There is a Monty Python sketch from 1969 called “Candid Photography” (or sometimes simply “Nudge, Nudge”), in which a young rake interrogates an older, conservative man about his sex life by means of cryptic but increasingly crude double entendres. The punchline is that the young rake has never actually had sex, so his allusions are cryptic because he doesn’t have sufficient knowledge to suggest anything real. The eroticism in Claude Lalumière’s fourth book, a collection of linked short stories recounting the history of the fictional city-state of Venera, is of a similar character. Lalumière gives the reader a lot of juvenile winking and nudging – throwing around allusive words like “perverse,” “sensuous,” even “erotic” itself – but precious little else. When he does deploy specific language it’s less titillating than a relief; the reader keeps thinking the grown-ups might have finally arrived, but alas they never do.
Vague language plagues the pieces in this book. Many of them read more like plot summaries for longer works than fully fleshed stories. Two are literally just descriptions of books or films from the fictional world of Venera, which is a kind of dream version of Venice existing in a reality that is almost – but not quite – our own. These descriptions include warped versions of several J.G. Ballard books presented as the oeuvre of one Bram Jameson. That Ballard is cited as an inspiration for Venera Dreams in the book’s acknowledgements is ironic, given that hyper-specificity is a hallmark of the late British writer’s work.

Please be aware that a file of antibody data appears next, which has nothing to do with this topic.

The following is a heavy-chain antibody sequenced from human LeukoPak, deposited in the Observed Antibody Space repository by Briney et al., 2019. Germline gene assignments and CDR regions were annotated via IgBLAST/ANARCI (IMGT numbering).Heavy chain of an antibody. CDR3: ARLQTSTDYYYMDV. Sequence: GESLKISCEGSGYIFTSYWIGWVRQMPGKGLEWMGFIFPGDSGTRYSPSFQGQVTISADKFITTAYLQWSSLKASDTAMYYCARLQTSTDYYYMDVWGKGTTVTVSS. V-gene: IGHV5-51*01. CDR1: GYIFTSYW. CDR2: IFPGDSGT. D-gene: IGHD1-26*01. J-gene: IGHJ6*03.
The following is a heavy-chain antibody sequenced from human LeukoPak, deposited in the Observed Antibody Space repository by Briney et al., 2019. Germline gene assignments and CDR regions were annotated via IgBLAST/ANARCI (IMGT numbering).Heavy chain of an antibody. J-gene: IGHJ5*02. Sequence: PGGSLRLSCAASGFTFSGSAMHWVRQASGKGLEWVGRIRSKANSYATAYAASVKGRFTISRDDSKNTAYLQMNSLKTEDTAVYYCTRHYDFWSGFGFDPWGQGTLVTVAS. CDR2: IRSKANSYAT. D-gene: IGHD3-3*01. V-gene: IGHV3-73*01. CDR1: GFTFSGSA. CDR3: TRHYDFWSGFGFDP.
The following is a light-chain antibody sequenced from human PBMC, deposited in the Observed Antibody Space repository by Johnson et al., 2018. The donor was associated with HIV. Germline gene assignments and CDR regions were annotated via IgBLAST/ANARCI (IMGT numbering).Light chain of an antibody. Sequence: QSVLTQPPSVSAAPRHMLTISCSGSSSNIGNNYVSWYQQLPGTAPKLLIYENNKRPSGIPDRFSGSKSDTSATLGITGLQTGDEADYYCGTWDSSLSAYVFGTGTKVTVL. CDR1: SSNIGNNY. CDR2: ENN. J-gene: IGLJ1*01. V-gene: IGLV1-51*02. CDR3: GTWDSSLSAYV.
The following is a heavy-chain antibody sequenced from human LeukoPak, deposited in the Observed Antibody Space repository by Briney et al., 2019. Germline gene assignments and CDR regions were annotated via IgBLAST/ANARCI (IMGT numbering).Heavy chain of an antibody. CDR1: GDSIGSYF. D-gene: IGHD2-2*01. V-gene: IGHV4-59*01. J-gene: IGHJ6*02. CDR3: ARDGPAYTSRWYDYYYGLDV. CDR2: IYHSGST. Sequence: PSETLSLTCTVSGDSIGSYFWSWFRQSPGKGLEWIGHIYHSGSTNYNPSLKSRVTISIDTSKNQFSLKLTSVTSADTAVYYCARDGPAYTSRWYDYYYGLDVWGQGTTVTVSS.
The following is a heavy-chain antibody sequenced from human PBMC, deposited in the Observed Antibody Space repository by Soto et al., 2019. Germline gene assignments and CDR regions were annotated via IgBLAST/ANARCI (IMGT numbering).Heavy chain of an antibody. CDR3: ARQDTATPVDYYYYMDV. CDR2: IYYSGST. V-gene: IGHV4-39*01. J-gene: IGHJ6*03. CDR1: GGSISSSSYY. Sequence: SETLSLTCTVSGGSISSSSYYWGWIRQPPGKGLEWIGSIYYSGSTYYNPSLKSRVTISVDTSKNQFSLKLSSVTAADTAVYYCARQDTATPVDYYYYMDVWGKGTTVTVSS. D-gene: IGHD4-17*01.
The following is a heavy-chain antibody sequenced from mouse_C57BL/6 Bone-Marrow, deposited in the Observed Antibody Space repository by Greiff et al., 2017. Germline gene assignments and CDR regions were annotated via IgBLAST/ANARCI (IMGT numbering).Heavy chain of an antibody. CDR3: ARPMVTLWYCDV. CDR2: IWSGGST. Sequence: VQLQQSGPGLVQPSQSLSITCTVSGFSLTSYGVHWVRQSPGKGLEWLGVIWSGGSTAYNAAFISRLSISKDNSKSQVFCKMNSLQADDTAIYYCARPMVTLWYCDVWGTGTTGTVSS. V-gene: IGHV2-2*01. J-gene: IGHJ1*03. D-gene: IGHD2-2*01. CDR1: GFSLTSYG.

Most of the pieces in Venera Deams involve a fictional hallucinogenic spice called “vermillion,” but because Lalumière doesn’t present a coherent baseline from which to characterize the extent of the hallucinations, they frustrate rather than fascinate. The stories span a number of genres, from steampunk spy tales to mysteries, horror, and superhero adventures; vermillion is used to fracture those genres in unexpected ways. But more often than not, the new structures collapse into shapelessness.
Venera Dreams is an ambitious book with a strong premise, but Lalumière’s execution falls flat at almost every level and the result is juvenile, shapeless, and dull.